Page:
Some renegades from Anarchism, patronized by the Bolshevik government, lent it valuable assistance. By way of proof, the regime cited the false statements of these ex-libertarians. Having repudiated their past and seeking to regain their virginity, they confirmed and testified to everything that was wanted of them.

The Bolsheviki liked also to quote the “tame” [renegades] called “Soviet Anarchists”. These believed it wise and useful to adapt themselves to the situation and to Bolshevism — “in order to be able to do something” prudently, secretly, behind the facade of “loyalty”. This “tactic of protective colorations”, however, could not succeed with the Bolsheviks, themselves familiar with all the techniques of anti-governmental struggle. Closely supervising these “camouflaged” Anarchists, shadowing them constantly, threatening them, and “taming” them adroitly, the authorities ended by using them to justify and even to approve — “momentarily” — all the proceedings of Bolshevism. The recalcitrants were imprisoned or deported. And as for those who truly submitted, they were put on show as “real” Anarchists, who “understand Bolshevism”, in contrast to all the others, who were pictured as “false” Anarchists.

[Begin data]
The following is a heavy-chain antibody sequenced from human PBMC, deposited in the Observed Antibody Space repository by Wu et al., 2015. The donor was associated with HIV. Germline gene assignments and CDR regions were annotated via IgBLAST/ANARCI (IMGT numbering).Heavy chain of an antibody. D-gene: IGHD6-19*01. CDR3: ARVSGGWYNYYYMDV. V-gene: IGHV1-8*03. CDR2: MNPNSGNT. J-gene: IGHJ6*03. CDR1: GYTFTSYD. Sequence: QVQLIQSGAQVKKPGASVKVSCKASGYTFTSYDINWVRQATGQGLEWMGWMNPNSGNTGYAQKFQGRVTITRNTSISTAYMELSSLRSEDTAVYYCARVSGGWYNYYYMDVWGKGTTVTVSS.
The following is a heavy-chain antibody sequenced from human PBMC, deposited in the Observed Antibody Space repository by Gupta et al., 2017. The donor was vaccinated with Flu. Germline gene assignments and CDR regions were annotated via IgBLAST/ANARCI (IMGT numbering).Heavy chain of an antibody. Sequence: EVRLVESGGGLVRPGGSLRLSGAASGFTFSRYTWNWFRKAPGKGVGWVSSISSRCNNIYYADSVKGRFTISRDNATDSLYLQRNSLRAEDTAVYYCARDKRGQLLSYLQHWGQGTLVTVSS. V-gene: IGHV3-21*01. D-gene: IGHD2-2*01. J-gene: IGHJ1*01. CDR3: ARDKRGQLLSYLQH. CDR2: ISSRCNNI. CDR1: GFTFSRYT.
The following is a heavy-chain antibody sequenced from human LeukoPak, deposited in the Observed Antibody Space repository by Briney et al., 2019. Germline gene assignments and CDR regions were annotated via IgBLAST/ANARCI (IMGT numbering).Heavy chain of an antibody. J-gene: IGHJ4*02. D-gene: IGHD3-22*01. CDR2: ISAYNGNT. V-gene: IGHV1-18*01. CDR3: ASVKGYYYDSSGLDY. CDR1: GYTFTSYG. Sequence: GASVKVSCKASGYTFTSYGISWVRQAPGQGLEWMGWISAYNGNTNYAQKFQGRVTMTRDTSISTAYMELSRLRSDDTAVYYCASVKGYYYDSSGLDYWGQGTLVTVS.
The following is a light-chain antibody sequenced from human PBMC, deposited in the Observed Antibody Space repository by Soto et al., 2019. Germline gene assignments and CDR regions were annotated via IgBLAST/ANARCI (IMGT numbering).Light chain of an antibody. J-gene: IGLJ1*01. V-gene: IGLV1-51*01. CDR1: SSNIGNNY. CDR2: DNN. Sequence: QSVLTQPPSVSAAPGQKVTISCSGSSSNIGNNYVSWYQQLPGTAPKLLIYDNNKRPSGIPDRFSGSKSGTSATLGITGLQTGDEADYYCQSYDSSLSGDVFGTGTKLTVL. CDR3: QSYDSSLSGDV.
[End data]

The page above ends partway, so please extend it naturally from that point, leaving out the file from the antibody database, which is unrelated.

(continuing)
Or the Bolsheviks spoke [with seeming friendliness] of certain Anarchists who remained nearly inactive and who never touched on “sensitive” points. To create an illusion, they were permitted to retain some insignificant organizations, closely supervised. Some of them were authorized to reprint old inoffensive Anarchist works, historical or theoretical. And these “Anarchist publishing houses” were cited to demonstrate that the “real Anarchists” were not touched. Later all such “organizations” likewise were “liquidated”.